THE ESG GOLD RUSH: HOW TO TELL AN AUTHENTIC ESG STORY
ESG is a topic of increasing prevalence.
Marketers and companies are responding by integrating ESG issues into their financial reporting, board agenda, and broader communications.This, however, is proving to be a challenge as there is still much uncertainty around ESG legislation, terminology, and data needs. Telling a relevant, timely and credible ESG story to audiences in a time of extreme public cynicism and awareness only adds to this challenge.
With this in mind, we organised an interactive online panel event that posed the question - how should marketers approach communicating their ESG proposition? And what are the best ways to do it?
Joining us, we had expert panellists alongside our CEO and Founder, Stefano Marrone, who discussed their experiences with ESG and how they’ve overcome their communication challenges.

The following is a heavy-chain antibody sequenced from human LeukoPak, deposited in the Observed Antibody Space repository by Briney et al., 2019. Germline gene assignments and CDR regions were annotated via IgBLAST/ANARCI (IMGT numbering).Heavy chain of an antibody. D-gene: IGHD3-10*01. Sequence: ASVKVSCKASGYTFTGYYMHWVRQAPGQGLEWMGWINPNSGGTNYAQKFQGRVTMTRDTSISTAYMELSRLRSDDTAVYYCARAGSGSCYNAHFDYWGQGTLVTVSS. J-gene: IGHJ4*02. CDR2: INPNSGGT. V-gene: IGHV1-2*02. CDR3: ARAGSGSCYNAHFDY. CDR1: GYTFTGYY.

Matt Sparkes, Global Head of Sustainability at Linklaters leads their work on responsible business globally, ensuring that their ESG performance reflects the expectations of those around them and the advice they provide to clients on many related themes. He is active in a range of sustainability networks, including as co-chair of the Legal Sustainability Alliance, as chair of Business for Societal Impact, as a Board Member of the UNGC-UK Network.
Alison Collins, Director and Head of ESG at Pollen Street Capital, leads the development and management of the Pollen Street Hub – to accelerate growth and value by leveraging assets, expertise and ideas across the portfolio. Alison also has responsibility for running Pollen Street’s ESG programme and is Chair of the ESG Committee.